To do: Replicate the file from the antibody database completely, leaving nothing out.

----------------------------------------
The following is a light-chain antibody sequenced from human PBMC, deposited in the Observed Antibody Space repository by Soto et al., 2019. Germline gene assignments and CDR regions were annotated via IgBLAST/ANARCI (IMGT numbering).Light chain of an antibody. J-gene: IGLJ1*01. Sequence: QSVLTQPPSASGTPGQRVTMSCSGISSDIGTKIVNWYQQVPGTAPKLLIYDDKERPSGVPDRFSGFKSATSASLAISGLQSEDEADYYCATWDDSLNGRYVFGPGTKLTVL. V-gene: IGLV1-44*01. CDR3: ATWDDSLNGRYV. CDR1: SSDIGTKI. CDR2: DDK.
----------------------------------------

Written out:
The following is a light-chain antibody sequenced from human PBMC, deposited in the Observed Antibody Space repository by Soto et al., 2019. Germline gene assignments and CDR regions were annotated via IgBLAST/ANARCI (IMGT numbering).Light chain of an antibody. J-gene: IGLJ1*01. Sequence: QSVLTQPPSASGTPGQRVTMSCSGISSDIGTKIVNWYQQVPGTAPKLLIYDDKERPSGVPDRFSGFKSATSASLAISGLQSEDEADYYCATWDDSLNGRYVFGPGTKLTVL. V-gene: IGLV1-44*01. CDR3: ATWDDSLNGRYV. CDR1: SSDIGTKI. CDR2: DDK.